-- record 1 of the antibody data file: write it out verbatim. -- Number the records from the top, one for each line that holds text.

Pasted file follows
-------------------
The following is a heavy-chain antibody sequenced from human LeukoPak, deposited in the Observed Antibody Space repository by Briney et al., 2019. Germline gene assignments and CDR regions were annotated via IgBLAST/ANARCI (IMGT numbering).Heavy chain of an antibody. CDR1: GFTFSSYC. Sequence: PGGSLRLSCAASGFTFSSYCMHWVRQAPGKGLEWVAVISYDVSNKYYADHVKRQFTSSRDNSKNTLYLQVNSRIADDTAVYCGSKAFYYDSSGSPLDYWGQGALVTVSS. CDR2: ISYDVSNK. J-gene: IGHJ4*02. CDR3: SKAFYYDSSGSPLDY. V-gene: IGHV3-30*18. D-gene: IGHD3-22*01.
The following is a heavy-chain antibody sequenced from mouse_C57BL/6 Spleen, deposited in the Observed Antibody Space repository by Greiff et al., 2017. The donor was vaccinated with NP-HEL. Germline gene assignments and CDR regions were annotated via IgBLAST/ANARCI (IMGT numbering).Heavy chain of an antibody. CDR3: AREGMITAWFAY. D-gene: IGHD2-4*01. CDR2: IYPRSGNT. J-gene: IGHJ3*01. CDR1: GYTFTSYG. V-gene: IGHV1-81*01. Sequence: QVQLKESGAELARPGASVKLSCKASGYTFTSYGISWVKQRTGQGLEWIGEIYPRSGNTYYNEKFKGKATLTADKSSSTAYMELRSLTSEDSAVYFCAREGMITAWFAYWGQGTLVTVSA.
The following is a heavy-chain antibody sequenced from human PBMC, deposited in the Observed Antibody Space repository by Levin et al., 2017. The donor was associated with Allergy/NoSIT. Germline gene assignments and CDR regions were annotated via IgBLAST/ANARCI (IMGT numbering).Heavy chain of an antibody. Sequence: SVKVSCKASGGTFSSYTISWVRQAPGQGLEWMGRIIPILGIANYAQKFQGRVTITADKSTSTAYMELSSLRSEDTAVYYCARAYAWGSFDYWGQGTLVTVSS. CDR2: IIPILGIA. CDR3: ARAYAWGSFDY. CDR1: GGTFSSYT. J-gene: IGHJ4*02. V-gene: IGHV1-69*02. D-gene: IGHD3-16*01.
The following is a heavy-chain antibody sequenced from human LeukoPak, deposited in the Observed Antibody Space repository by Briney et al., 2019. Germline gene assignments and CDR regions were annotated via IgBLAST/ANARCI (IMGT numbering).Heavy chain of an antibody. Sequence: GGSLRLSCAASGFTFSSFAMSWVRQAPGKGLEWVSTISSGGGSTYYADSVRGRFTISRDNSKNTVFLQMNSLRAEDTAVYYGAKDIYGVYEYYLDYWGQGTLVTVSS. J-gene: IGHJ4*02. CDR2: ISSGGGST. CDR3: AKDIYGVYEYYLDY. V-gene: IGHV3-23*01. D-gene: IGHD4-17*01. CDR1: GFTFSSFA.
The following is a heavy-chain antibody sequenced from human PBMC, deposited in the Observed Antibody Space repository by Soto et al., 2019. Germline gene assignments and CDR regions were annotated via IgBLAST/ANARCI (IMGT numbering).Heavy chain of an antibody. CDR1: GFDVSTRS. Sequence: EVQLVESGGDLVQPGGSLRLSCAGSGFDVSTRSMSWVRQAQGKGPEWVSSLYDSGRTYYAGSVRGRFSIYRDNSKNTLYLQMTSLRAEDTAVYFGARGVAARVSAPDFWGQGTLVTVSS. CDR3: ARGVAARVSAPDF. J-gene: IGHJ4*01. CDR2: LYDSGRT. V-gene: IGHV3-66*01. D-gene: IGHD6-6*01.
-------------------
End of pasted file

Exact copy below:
The following is a heavy-chain antibody sequenced from human LeukoPak, deposited in the Observed Antibody Space repository by Briney et al., 2019. Germline gene assignments and CDR regions were annotated via IgBLAST/ANARCI (IMGT numbering).Heavy chain of an antibody. CDR1: GFTFSSYC. Sequence: PGGSLRLSCAASGFTFSSYCMHWVRQAPGKGLEWVAVISYDVSNKYYADHVKRQFTSSRDNSKNTLYLQVNSRIADDTAVYCGSKAFYYDSSGSPLDYWGQGALVTVSS. CDR2: ISYDVSNK. J-gene: IGHJ4*02. CDR3: SKAFYYDSSGSPLDY. V-gene: IGHV3-30*18. D-gene: IGHD3-22*01.